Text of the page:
Abstract and Keywords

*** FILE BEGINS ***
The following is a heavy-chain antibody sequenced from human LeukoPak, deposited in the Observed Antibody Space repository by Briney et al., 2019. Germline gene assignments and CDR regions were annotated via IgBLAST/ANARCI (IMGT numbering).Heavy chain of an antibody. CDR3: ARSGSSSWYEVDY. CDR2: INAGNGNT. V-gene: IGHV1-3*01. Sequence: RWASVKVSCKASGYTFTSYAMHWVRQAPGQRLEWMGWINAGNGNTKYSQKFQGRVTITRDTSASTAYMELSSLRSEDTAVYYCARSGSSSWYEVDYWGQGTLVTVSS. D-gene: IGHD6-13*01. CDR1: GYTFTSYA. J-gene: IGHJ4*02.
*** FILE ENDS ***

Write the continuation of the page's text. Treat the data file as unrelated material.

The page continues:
Diverse forms of religious practice coexisted in the Greco-Bactrian and Indo-Greek kingdoms. As well as Greek gods and cults imported by Greek settlers in the aftermath of the campaigns of Alexander the Great, local religious practices persisted. Within individual temples and sanctuaries, we often find multiple cult objects and forms of worship, and it seems likely that Greek and non-Greek gods were syncretized. This chapter uses epigraphic and numismatic evidence to explore the encounter of Greek religious practices with local Bactrian, Zoroastrian, Buddhist, and Hindu cults. It considers the multiplicity of cult practices at religious sites, the various names and meanings which might be attached to the same images and practices by different constituencies, and the political purposes for which religious imagery might be employed.
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